Once, I was listening to a woman talk about cancer. She said, "Your life will never, never be the same. I did not understand this. I thought she was being just a trifle overdramatic. That was while I was still in treatment. That was when I was expecting that when treatment was done, I, my friends, was going to have a party. I figured that kicking cancer's ass warranted a major celebration. Whoo-hoo! Bring out the party horns.
The reality, though, is a little bit different. I feel a little bit like a child playing hide and seek, crouched in a dark place, the sound of my own heart pounding in my ears. 'It' is cancer. Will 'it' find me again? I don't know. I've got myself in a fairly safe place...treatment is done. I'm mindful of my diet. I'm mindful to stay active. I'm mindful to be mindful. However it is too early to yell 'Hooooooome freeeeeeee' and do a victory dance. I'm not sure how long it takes before a person can do that. How do you know you're safe?
I've been really thinking on people's responses to cancer. I guess that Daria was right. You make the journey. Along the way, you deal with shock, anger, fear, grief and probably a lot of other crap that I can't think of right now. Somewhere along the line, acceptance comes. Each of us stops at the waystations though. Some of us stay angry longer than others. Some of us stay shocked longer than others. Some of us grieve longer than others. We all however, make these little stops on our journey, and finally we get to acceptance. I seem to revisit these waystations, strangely enough. I think that I'm as shocked as I can be, and than *slap* I've discovered something new to be shocked about. I think that I'm beyond being afraid, and then I come across something that scares the living bejeebers out of me. I'm getting to where I need to be, I suppose, just as everyone else dealing with this is getting where they need to be.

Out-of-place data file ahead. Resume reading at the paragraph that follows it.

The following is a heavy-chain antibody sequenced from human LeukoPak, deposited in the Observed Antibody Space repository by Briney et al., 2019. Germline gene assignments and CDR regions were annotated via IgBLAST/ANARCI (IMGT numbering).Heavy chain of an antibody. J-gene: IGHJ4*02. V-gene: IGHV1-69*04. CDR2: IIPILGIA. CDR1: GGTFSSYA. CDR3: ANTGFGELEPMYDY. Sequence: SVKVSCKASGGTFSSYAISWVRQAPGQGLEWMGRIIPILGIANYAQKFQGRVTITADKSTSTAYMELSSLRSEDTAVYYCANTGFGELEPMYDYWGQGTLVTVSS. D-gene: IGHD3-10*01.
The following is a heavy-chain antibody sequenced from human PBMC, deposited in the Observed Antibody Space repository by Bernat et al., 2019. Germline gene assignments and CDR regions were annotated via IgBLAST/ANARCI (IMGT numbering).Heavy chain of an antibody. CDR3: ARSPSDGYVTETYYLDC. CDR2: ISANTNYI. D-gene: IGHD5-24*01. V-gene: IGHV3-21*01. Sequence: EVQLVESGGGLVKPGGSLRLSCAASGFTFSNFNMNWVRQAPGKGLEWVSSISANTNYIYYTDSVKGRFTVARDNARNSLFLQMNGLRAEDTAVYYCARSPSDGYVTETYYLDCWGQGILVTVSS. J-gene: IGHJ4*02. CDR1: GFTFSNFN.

I find myself thinking of that woman who spoke about cancer. "Your life will never, never be the same." It sounded overdramatic then, but I'm starting to realize that she was right. There will always be another oncologist visit, there will always be tests. Drugs. I'm physically different then I was. The scars are always going to be there. The differences are not alway a bad thing, mind you. I'm a lot more mindful of the pleasures, the infinate number of 'small' blessings that enrich my life each and ever day. I am aware of the ticking of a clock. If you all stop this very minute and listen, you will hear the ticking of your own clocks. Most people don't notice it until something likc cancer comes along, but once you do notice that ticking, your life will never, never be the same.